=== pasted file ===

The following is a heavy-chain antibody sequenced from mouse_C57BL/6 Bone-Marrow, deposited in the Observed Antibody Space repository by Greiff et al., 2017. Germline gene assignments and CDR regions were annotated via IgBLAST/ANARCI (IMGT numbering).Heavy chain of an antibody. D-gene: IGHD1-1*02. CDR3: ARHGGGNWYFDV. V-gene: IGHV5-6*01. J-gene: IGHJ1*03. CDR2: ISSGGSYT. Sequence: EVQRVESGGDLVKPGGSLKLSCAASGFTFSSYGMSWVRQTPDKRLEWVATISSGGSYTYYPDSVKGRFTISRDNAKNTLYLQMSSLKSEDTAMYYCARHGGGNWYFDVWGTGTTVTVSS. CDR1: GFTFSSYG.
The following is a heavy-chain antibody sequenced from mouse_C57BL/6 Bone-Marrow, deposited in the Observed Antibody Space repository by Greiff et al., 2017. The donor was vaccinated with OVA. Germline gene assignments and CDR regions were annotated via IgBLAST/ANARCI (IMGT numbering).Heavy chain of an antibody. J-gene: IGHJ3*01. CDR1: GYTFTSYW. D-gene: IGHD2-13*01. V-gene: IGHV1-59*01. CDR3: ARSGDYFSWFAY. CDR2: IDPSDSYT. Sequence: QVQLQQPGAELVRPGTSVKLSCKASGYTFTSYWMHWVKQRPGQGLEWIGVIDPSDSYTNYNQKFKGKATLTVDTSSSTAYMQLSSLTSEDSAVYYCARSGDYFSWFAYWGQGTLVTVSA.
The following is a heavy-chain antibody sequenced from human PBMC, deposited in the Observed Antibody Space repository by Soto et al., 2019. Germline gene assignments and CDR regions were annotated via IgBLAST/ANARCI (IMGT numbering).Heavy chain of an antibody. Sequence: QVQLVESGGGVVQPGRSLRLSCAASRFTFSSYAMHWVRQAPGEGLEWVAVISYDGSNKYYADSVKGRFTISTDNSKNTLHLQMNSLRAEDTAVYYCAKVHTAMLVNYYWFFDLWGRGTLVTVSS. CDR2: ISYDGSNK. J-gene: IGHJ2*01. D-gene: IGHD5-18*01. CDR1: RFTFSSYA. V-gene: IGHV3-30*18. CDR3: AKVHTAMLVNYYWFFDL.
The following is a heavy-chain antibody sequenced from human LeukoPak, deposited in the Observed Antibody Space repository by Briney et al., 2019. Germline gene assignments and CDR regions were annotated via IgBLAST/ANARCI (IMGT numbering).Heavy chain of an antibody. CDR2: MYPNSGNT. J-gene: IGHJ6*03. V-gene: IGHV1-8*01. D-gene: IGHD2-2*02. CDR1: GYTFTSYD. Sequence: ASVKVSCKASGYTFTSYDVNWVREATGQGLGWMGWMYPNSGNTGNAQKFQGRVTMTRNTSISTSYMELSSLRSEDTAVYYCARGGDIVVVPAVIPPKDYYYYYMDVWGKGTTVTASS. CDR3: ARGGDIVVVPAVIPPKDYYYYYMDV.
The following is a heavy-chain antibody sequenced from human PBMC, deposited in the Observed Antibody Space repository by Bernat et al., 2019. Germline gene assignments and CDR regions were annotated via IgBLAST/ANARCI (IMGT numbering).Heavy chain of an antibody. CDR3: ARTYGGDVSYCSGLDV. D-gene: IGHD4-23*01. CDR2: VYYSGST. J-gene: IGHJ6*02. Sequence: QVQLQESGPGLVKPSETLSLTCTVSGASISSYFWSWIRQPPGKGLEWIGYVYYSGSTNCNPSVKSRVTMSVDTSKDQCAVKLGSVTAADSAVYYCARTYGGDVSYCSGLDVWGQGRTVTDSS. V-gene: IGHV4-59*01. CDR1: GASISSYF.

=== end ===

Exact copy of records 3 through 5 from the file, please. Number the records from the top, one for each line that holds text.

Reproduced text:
The following is a heavy-chain antibody sequenced from human PBMC, deposited in the Observed Antibody Space repository by Soto et al., 2019. Germline gene assignments and CDR regions were annotated via IgBLAST/ANARCI (IMGT numbering).Heavy chain of an antibody. Sequence: QVQLVESGGGVVQPGRSLRLSCAASRFTFSSYAMHWVRQAPGEGLEWVAVISYDGSNKYYADSVKGRFTISTDNSKNTLHLQMNSLRAEDTAVYYCAKVHTAMLVNYYWFFDLWGRGTLVTVSS. CDR2: ISYDGSNK. J-gene: IGHJ2*01. D-gene: IGHD5-18*01. CDR1: RFTFSSYA. V-gene: IGHV3-30*18. CDR3: AKVHTAMLVNYYWFFDL.
The following is a heavy-chain antibody sequenced from human LeukoPak, deposited in the Observed Antibody Space repository by Briney et al., 2019. Germline gene assignments and CDR regions were annotated via IgBLAST/ANARCI (IMGT numbering).Heavy chain of an antibody. CDR2: MYPNSGNT. J-gene: IGHJ6*03. V-gene: IGHV1-8*01. D-gene: IGHD2-2*02. CDR1: GYTFTSYD. Sequence: ASVKVSCKASGYTFTSYDVNWVREATGQGLGWMGWMYPNSGNTGNAQKFQGRVTMTRNTSISTSYMELSSLRSEDTAVYYCARGGDIVVVPAVIPPKDYYYYYMDVWGKGTTVTASS. CDR3: ARGGDIVVVPAVIPPKDYYYYYMDV.
The following is a heavy-chain antibody sequenced from human PBMC, deposited in the Observed Antibody Space repository by Bernat et al., 2019. Germline gene assignments and CDR regions were annotated via IgBLAST/ANARCI (IMGT numbering).Heavy chain of an antibody. CDR3: ARTYGGDVSYCSGLDV. D-gene: IGHD4-23*01. CDR2: VYYSGST. J-gene: IGHJ6*02. Sequence: QVQLQESGPGLVKPSETLSLTCTVSGASISSYFWSWIRQPPGKGLEWIGYVYYSGSTNCNPSVKSRVTMSVDTSKDQCAVKLGSVTAADSAVYYCARTYGGDVSYCSGLDVWGQGRTVTDSS. V-gene: IGHV4-59*01. CDR1: GASISSYF.